One of the mysteries of the English language finally explained.
A tough outer protective layer, especially that of an animal or plant.
- ‘Legumes possess highly differentiated seed coats that arise from the inner and outer integuments of the ovule.’
- ‘During development of the ovule, the inner of the two integuments disappears, while the outer integument differentiates into different layers of the seed coat.’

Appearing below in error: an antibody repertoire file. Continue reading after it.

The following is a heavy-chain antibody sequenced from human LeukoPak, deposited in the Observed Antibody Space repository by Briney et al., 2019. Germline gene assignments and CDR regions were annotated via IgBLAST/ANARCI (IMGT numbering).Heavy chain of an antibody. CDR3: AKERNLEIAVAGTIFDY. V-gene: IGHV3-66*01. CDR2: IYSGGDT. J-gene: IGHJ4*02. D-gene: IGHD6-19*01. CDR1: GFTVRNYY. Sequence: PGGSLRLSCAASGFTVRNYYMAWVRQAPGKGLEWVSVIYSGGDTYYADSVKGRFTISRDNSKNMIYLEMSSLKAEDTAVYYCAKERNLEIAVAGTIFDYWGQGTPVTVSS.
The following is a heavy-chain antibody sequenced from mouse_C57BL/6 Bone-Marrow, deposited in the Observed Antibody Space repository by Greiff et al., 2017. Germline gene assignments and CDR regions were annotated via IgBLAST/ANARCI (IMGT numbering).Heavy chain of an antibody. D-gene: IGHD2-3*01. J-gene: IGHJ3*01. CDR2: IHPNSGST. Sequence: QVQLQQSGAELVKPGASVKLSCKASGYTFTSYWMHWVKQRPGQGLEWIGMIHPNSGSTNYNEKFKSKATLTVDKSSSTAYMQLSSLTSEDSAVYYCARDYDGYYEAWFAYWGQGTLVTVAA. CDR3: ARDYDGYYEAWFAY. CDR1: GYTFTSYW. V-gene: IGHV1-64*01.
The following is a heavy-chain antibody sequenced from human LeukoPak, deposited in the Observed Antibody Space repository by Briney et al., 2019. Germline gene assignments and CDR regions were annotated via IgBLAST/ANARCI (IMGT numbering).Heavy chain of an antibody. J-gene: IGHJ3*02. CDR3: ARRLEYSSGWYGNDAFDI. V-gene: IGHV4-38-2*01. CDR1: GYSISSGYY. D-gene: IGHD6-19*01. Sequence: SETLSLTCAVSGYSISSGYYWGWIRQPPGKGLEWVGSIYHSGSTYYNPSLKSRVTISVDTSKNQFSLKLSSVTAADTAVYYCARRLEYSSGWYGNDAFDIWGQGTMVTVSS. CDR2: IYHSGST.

- ‘The integument is a layer of tissue found in all seeds; it is produced by the parent plant, and develops into the seed coat.’
- ‘The outer integument remains two cell layers thick throughout development and does not contribute to the micropyle.’
- ‘Hosts may be infected via the integument or via the gut epithelium.’
Early 17th century (denoting a covering or coating): from Latin integumentum, from the verb integere, from in- ‘in’ + tegere ‘to cover’.
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